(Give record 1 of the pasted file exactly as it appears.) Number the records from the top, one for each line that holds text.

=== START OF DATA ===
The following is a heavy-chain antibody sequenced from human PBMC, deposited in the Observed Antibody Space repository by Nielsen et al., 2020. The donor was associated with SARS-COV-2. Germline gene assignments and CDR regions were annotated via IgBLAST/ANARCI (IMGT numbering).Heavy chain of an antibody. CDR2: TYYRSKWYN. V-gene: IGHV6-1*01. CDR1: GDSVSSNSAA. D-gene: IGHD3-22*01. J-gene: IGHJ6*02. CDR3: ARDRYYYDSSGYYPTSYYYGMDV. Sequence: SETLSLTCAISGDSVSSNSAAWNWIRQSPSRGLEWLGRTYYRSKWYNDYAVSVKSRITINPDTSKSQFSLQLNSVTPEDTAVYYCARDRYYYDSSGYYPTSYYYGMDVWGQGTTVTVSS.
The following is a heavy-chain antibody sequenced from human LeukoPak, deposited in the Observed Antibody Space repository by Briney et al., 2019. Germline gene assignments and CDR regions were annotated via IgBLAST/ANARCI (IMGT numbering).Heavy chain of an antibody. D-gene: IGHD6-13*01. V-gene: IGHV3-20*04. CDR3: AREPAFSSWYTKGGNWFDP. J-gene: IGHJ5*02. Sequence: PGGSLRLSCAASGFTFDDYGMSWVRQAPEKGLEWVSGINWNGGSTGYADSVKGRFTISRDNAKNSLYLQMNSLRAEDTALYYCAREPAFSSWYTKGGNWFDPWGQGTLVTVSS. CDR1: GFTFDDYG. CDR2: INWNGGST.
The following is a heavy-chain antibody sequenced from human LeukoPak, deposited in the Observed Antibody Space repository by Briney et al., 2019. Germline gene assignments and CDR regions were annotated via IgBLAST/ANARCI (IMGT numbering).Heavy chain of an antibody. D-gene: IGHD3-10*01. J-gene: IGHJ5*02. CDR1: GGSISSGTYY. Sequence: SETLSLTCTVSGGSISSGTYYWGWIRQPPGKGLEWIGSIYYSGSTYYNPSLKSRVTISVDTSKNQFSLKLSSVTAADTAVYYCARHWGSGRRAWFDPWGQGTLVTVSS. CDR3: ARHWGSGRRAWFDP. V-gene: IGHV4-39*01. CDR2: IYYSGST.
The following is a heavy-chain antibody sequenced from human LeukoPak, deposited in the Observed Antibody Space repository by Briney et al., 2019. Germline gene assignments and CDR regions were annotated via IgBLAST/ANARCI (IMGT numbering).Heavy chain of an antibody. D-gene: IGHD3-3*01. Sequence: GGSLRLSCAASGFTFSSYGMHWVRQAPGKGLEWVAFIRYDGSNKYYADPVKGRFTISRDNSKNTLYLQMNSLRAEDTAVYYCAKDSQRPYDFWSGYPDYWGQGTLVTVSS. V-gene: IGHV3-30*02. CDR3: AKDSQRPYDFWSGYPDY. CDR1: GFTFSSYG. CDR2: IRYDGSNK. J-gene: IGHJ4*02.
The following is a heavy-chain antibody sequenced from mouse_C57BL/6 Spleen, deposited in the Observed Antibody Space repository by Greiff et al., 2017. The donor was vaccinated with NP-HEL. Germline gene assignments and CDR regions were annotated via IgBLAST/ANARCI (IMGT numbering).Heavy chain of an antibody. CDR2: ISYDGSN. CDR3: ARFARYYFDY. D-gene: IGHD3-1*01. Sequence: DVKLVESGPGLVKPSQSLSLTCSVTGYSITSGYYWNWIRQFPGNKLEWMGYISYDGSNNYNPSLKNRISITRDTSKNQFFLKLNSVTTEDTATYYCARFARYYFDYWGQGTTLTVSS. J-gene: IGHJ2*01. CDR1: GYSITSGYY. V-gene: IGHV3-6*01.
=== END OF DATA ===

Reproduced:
The following is a heavy-chain antibody sequenced from human PBMC, deposited in the Observed Antibody Space repository by Nielsen et al., 2020. The donor was associated with SARS-COV-2. Germline gene assignments and CDR regions were annotated via IgBLAST/ANARCI (IMGT numbering).Heavy chain of an antibody. CDR2: TYYRSKWYN. V-gene: IGHV6-1*01. CDR1: GDSVSSNSAA. D-gene: IGHD3-22*01. J-gene: IGHJ6*02. CDR3: ARDRYYYDSSGYYPTSYYYGMDV. Sequence: SETLSLTCAISGDSVSSNSAAWNWIRQSPSRGLEWLGRTYYRSKWYNDYAVSVKSRITINPDTSKSQFSLQLNSVTPEDTAVYYCARDRYYYDSSGYYPTSYYYGMDVWGQGTTVTVSS.